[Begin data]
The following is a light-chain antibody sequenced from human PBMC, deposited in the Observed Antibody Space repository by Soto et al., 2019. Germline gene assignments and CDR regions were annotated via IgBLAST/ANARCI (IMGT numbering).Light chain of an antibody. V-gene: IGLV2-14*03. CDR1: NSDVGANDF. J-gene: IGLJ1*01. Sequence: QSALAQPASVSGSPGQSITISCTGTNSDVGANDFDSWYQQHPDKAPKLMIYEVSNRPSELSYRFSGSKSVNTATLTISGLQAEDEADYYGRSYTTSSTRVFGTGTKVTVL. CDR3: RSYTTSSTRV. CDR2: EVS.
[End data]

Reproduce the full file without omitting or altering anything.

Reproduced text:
The following is a light-chain antibody sequenced from human PBMC, deposited in the Observed Antibody Space repository by Soto et al., 2019. Germline gene assignments and CDR regions were annotated via IgBLAST/ANARCI (IMGT numbering).Light chain of an antibody. V-gene: IGLV2-14*03. CDR1: NSDVGANDF. J-gene: IGLJ1*01. Sequence: QSALAQPASVSGSPGQSITISCTGTNSDVGANDFDSWYQQHPDKAPKLMIYEVSNRPSELSYRFSGSKSVNTATLTISGLQAEDEADYYGRSYTTSSTRVFGTGTKVTVL. CDR3: RSYTTSSTRV. CDR2: EVS.